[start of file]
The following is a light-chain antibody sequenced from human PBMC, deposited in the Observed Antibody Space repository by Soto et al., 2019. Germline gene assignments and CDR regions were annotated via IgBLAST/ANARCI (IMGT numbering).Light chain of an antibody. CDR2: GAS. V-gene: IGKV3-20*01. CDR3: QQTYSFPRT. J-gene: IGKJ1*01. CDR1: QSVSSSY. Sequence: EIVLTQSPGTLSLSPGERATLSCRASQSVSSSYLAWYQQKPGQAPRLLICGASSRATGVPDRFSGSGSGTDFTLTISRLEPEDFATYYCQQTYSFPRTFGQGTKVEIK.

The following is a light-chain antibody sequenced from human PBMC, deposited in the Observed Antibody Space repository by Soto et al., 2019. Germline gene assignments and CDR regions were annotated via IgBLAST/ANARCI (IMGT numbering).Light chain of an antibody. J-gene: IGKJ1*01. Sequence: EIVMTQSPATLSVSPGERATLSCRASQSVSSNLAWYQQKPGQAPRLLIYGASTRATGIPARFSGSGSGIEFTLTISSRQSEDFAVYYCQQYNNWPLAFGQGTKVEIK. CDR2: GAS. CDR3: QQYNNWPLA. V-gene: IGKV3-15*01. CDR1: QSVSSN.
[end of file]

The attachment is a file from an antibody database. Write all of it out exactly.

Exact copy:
The following is a light-chain antibody sequenced from human PBMC, deposited in the Observed Antibody Space repository by Soto et al., 2019. Germline gene assignments and CDR regions were annotated via IgBLAST/ANARCI (IMGT numbering).Light chain of an antibody. CDR2: GAS. V-gene: IGKV3-20*01. CDR3: QQTYSFPRT. J-gene: IGKJ1*01. CDR1: QSVSSSY. Sequence: EIVLTQSPGTLSLSPGERATLSCRASQSVSSSYLAWYQQKPGQAPRLLICGASSRATGVPDRFSGSGSGTDFTLTISRLEPEDFATYYCQQTYSFPRTFGQGTKVEIK.

The following is a light-chain antibody sequenced from human PBMC, deposited in the Observed Antibody Space repository by Soto et al., 2019. Germline gene assignments and CDR regions were annotated via IgBLAST/ANARCI (IMGT numbering).Light chain of an antibody. J-gene: IGKJ1*01. Sequence: EIVMTQSPATLSVSPGERATLSCRASQSVSSNLAWYQQKPGQAPRLLIYGASTRATGIPARFSGSGSGIEFTLTISSRQSEDFAVYYCQQYNNWPLAFGQGTKVEIK. CDR2: GAS. CDR3: QQYNNWPLA. V-gene: IGKV3-15*01. CDR1: QSVSSN.